This is the first posting of a planned series that will discuss the BRST method for handling gauge symmetries and related mathematical topics. I’ve been writing a more formal paper about this, but given the substantial amount of not-well-known background material involved, it seems like a good idea to first put together a few expository accounts of some of these topics. And what better place for this than a blog?
Many readers who are used to my usual attempts to be newsworthy and entertaining, often by scandal-mongering or stirring up trouble of one kind or another, may be very disappointed in these posts. They’re quite technical, hard to follow, and of low-to-negative entertainment value. You probably would do best to skip them and wait for more of the usual fare, which should continue to appear from time to time.
Quantum Mechanics and Representation Theory
A quantum mechanical physical system is given by the following mathematical structure:
If a physical system has a symmetry group , there is a unitary representation of on . This means that for each we get a unitary operator satisfying
i.e. the map from group elements to unitary operators is a homomorphism. The act on by taking an operator to its conjugate .
When is a Lie group with Lie algebra , differentiating gives a unitary representation of on . This means that for each we get a skew-Hermitian operator on , satisfying
i.e. the map taking Lie algebra elements (with the Lie bracket in ) to skew-Hermitian operators (with commutator of operators) is a homomorphism. On , acts by the differential of the conjugation action of , this action is just that of taking the commutator with .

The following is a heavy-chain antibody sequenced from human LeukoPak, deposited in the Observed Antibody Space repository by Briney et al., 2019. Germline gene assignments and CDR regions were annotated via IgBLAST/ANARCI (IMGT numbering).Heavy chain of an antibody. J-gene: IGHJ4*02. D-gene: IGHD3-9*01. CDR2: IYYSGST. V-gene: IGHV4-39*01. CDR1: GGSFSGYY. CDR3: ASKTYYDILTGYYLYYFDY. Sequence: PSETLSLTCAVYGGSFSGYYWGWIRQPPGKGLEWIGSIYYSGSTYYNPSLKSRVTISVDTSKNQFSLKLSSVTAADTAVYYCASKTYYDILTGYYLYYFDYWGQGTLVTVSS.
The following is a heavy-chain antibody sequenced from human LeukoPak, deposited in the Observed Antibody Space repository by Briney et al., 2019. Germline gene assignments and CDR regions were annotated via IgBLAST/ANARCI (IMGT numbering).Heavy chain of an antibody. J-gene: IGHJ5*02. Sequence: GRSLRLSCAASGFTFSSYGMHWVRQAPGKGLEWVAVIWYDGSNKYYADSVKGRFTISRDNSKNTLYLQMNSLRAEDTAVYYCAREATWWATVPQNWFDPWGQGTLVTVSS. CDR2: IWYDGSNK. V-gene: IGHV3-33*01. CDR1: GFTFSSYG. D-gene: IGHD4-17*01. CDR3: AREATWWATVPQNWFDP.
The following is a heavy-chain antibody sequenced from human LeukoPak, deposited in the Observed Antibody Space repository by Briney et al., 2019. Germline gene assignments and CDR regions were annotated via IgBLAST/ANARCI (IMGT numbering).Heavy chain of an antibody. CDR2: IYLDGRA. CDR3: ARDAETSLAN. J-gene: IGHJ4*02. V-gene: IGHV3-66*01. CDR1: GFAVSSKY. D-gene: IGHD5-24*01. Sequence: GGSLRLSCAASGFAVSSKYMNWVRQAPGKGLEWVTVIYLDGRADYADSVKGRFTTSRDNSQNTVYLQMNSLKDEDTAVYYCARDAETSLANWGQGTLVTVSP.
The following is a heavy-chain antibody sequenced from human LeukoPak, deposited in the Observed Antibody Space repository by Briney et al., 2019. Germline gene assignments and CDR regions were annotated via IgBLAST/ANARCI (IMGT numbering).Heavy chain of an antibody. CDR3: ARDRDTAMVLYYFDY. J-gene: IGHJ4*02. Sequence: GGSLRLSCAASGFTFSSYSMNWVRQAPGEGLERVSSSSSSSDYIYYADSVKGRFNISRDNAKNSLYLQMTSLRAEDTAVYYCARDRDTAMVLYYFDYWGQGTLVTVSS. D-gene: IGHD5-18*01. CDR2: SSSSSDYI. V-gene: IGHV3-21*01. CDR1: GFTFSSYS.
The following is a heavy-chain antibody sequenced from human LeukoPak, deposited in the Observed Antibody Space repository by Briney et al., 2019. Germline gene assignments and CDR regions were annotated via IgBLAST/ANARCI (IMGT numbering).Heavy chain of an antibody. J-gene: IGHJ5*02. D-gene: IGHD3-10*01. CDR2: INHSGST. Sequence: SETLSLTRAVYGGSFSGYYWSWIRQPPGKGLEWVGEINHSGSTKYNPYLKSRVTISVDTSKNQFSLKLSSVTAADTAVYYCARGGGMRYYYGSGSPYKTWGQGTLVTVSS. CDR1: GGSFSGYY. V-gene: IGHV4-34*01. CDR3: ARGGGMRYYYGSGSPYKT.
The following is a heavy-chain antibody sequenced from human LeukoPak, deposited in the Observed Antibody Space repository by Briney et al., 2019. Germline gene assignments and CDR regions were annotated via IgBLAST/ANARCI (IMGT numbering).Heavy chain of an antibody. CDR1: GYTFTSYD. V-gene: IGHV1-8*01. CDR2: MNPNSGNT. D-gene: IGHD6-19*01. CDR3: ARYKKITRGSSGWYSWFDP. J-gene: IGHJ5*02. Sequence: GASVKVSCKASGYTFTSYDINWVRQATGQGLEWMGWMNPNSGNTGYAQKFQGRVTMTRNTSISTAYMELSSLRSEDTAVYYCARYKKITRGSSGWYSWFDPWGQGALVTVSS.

The Lie bracket is not associative, but to any Lie algebra , one can construct an associative algebra called the universal enveloping algebra for . If one identifies with left-invariant vector fields on , which are first-order differential operators on functions on , then is the algebra of left-invariant differential operators on of all orders, with product the composition of differential operators. A Lie algebra representation is precisely a module over , i.e. a vector space with an action of .
So, the state space of a quantum system with symmetry group carries not only a unitary representation of , but also a unitary representation of , or equivalently, an action of the algebra . acts by the operator . In this way a representation gives a sub-algebra of the algebra of observables. Most of the important observables that show up in practice come from a symmetry in this way. An interesting philosophical question is whether the quantum system that governs the real world is purely determined by symmetry, i.e. such that ALL its observables come from symmetries in this manner.
Much of the structure of common quantum mechanical systems is governed by the fact that they carry space-time symmetries. In our 3-space, 1-time dimensional world, these include:
For each basis element one gets a momentum operator
Another example is the symmetry of phase transformations of the state space . Here , and one gets an operator that can be normalized to have integral eigenvalues.
This last example also comes in a local version, where we make independent phase transformations at different points in space-time. This is an example of a “gauge symmetry”, and the question of how it gets represented on the space of states is what will lead us into the BRST story. Next posting in the series will be about gauge symmetry, then on to BRST.
If you want some idea of where this is headed, you can take a look at slides from a colloquium talk I gave recently at the Dartmouth math department. They’re very sketchy, the postings in this series should add some detail.